Going through a break up is never easy, let alone when it’s with someone who was your best friend. In the months after the breakup, I struggled. I got stupid-drunk, I had flings, I got myself into sticky situations. And then I decided, that’s enough.
Despite the sadness, the grief, the anger, the hatred, the jealousy, the regrets, the resentment, the money owed, the feelings hurt, the things said, the rebounds had… none of it matters anymore. He has moved abroad with someone new, someone I can only assume he cares very deeply for.
I realised that until I went to India, I was secretly hoping we would somehow find our way back to one another. But we are not the same people now as we were when we began our journey together. We’ve grown up together, yes, but also grown apart. We broke up for a reason; if we had wanted to make it work, we would have done. I have come to accept that the wonderful relationship we had is over, and, although he will of course always hold a piece of my heart, I have let go. I am ready to find happiness again.
I thought that being back in Goa, I would have lots of flashbacks to the last time I was here, and that I would miss that time. I thought reminders of our travels together would make me miss him more. Instead, I find I am remembering little things, like the purple house which is next to the orange house, and the little house where we stopped to get petrol in Agonda… I find myself smiling. I’m remembering those memories, but not wishing I was back there. I am reminiscing on happy times.
When I graduated from University in 2014, I had no idea what I wanted to do. Fellow languages graduates trained as teachers, moved to London, embarked on graduate schemes, studied for a Masters in Translation or Interpretation. I had no clue what to do.
Going off travelling seemed the best option; it would be exciting, I would learn so much about new places and cultures, and at some point the penny would drop and I would realise it’s time to come home…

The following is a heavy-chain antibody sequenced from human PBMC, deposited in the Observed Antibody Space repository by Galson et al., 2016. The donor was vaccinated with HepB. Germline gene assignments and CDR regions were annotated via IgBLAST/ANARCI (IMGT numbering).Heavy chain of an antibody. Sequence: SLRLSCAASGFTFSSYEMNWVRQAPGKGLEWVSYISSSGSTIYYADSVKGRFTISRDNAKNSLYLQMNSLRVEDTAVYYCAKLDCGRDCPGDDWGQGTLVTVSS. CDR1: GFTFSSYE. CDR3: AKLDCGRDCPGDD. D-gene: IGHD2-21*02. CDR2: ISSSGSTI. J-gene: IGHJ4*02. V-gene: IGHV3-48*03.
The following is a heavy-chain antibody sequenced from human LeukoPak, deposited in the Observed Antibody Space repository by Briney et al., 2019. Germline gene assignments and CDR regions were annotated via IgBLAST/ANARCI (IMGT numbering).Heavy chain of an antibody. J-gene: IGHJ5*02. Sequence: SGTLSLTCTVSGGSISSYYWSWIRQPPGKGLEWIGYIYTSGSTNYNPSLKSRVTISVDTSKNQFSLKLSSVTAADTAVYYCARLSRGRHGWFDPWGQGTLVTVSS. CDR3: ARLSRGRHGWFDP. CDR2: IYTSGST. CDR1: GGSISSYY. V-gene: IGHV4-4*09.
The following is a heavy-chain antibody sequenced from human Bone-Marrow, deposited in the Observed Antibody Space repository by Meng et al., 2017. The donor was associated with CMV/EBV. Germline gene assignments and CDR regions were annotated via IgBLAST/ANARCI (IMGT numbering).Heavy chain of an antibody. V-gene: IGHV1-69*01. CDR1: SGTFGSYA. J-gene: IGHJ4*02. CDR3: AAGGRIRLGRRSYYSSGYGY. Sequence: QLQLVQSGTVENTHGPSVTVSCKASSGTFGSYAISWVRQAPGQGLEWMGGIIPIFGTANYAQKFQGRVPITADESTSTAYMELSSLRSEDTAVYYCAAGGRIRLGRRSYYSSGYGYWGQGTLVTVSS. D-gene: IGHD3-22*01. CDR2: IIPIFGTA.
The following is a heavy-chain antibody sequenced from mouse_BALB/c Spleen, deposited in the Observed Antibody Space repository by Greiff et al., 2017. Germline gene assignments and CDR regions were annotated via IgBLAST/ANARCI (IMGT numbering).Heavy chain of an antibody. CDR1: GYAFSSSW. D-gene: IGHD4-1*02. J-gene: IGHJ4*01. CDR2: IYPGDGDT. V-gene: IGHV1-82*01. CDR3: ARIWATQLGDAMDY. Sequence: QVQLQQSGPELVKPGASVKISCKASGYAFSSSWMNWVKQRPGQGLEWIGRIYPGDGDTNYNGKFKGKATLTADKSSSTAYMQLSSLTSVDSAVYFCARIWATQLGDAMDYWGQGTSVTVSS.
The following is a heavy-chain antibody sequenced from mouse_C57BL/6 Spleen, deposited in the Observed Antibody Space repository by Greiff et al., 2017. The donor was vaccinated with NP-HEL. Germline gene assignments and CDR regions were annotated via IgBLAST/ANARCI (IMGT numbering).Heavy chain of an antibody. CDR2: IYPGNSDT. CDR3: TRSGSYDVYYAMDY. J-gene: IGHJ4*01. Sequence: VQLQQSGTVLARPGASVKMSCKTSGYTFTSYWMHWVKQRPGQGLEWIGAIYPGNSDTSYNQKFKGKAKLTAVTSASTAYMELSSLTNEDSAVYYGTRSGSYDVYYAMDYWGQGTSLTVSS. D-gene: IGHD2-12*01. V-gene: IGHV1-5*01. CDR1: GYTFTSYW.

But the longer I waited for the penny to drop, the further it seemed it ever would. I realised I had been travelling not only because I am curious about other cultures and have a desire to see the world, but also because I didn’t feel ready to face reality. I didn’t know what reality was; I was convinced it was a life of grey-dull routine with twenty-something days of annual leave in which people flee overseas simply for a break from work.
Travelling as I have done previously has suited me and my lifestyle, but it is not sustainable for my future. I have worked, saved, travelled, and repeated this over and over. And although it’s been fun – hell, it’s been f*!king amazing – I realised I can’t do it forever.
I would love to be a huge, high-earning travel blogger, but in reality that’s not going to happen. A lifestyle of constant movement, uncertainty on how much or when I will be paid, and having to make (and lose) new friends on a cycle is not what I want in the long run.
Uprooting yourself every few months is fun, but it’s also mentally and physically draining. I realised I was constantly worrying about what came next and always felt I needed another plan of action. Worrying about finding another (temp) job, finding somewhere to live and how I would make my money last while unemployed were all big factors.
When I’m thirty, I don’t want to be scraping every last penny to afford flights; I don’t want to be returning from a trip and moving back home with my parents, sharing a car with my sister, and (still) have no pension. I want to have something to show for myself; something I’ve worked hard for and am proud to have achieved.
I knew a few years ago when I began choosing guesthouses and hotels over the cheapest dormitory hostels that my priorities were beginning to change. They changed further when I began buying organic, ethically sourced products over cheap, mass-produced ones.
Now those priorities are changing again.
I realised want a base; a proper place I can call my home. Moving back home with my parents is beginning to take its toll, because even though they are the most wonderful, supportive people in the world, I need my own space. My own little two bedroomed flat would be perfect; and I want to fill it full of souvenirs and memories I have collected from around the world. I want plants. I want rugs. I want warm duvets and a nice kitchen where I can grow herbs and cook delicious vegan food.
Despite this, I know I will always be curious to see the world – there is so much more still to see, so many places to go, and I know I will never tire of the excitement you get when you land on foreign soil. I don’t know where my future travels will take me, and I can’t say I won’t live abroad again at some point because who knows what might happen.
The waves are peaceful; the sunsets beautiful. Evenings on the beach are my favourite, with families walking along the sand, the last of the sunbathers soaking up the rays, and the waiters playing volleyball with the tourists.
Thanks for reading and happy travels!
This post contains affiliate links. If you click on them and purchase something from the linked site, I’ll earn a tiny (and I mean tiny!) commission at no extra cost to you, which contributes to running this blog.